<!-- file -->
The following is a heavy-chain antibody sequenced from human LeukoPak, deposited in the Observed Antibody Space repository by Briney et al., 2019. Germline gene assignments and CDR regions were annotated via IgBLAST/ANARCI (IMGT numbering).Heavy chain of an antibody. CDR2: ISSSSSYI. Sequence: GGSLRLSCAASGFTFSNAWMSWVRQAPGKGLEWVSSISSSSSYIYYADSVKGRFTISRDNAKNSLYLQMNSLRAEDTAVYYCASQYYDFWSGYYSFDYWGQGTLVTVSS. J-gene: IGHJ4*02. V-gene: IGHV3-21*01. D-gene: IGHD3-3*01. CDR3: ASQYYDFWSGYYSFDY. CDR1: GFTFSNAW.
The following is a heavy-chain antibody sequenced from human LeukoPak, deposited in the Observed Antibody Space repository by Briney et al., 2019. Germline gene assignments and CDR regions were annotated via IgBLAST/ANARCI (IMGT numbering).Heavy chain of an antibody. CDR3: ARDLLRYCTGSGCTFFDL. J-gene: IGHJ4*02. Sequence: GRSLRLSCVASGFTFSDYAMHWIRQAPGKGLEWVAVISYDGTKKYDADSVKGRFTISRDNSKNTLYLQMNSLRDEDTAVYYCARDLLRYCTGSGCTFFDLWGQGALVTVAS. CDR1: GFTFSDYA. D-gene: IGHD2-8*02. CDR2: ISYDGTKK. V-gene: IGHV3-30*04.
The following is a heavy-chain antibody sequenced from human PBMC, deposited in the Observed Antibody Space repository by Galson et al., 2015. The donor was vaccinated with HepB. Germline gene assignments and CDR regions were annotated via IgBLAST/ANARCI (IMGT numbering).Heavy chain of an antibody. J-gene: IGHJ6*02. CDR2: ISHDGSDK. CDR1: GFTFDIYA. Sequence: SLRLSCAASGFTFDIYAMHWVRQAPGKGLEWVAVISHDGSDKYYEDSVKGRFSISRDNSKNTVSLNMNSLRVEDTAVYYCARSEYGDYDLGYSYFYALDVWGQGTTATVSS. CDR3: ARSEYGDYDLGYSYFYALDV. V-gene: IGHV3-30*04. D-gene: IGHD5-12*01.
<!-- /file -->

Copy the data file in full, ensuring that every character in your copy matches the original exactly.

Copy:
The following is a heavy-chain antibody sequenced from human LeukoPak, deposited in the Observed Antibody Space repository by Briney et al., 2019. Germline gene assignments and CDR regions were annotated via IgBLAST/ANARCI (IMGT numbering).Heavy chain of an antibody. CDR2: ISSSSSYI. Sequence: GGSLRLSCAASGFTFSNAWMSWVRQAPGKGLEWVSSISSSSSYIYYADSVKGRFTISRDNAKNSLYLQMNSLRAEDTAVYYCASQYYDFWSGYYSFDYWGQGTLVTVSS. J-gene: IGHJ4*02. V-gene: IGHV3-21*01. D-gene: IGHD3-3*01. CDR3: ASQYYDFWSGYYSFDY. CDR1: GFTFSNAW.
The following is a heavy-chain antibody sequenced from human LeukoPak, deposited in the Observed Antibody Space repository by Briney et al., 2019. Germline gene assignments and CDR regions were annotated via IgBLAST/ANARCI (IMGT numbering).Heavy chain of an antibody. CDR3: ARDLLRYCTGSGCTFFDL. J-gene: IGHJ4*02. Sequence: GRSLRLSCVASGFTFSDYAMHWIRQAPGKGLEWVAVISYDGTKKYDADSVKGRFTISRDNSKNTLYLQMNSLRDEDTAVYYCARDLLRYCTGSGCTFFDLWGQGALVTVAS. CDR1: GFTFSDYA. D-gene: IGHD2-8*02. CDR2: ISYDGTKK. V-gene: IGHV3-30*04.
The following is a heavy-chain antibody sequenced from human PBMC, deposited in the Observed Antibody Space repository by Galson et al., 2015. The donor was vaccinated with HepB. Germline gene assignments and CDR regions were annotated via IgBLAST/ANARCI (IMGT numbering).Heavy chain of an antibody. J-gene: IGHJ6*02. CDR2: ISHDGSDK. CDR1: GFTFDIYA. Sequence: SLRLSCAASGFTFDIYAMHWVRQAPGKGLEWVAVISHDGSDKYYEDSVKGRFSISRDNSKNTVSLNMNSLRVEDTAVYYCARSEYGDYDLGYSYFYALDVWGQGTTATVSS. CDR3: ARSEYGDYDLGYSYFYALDV. V-gene: IGHV3-30*04. D-gene: IGHD5-12*01.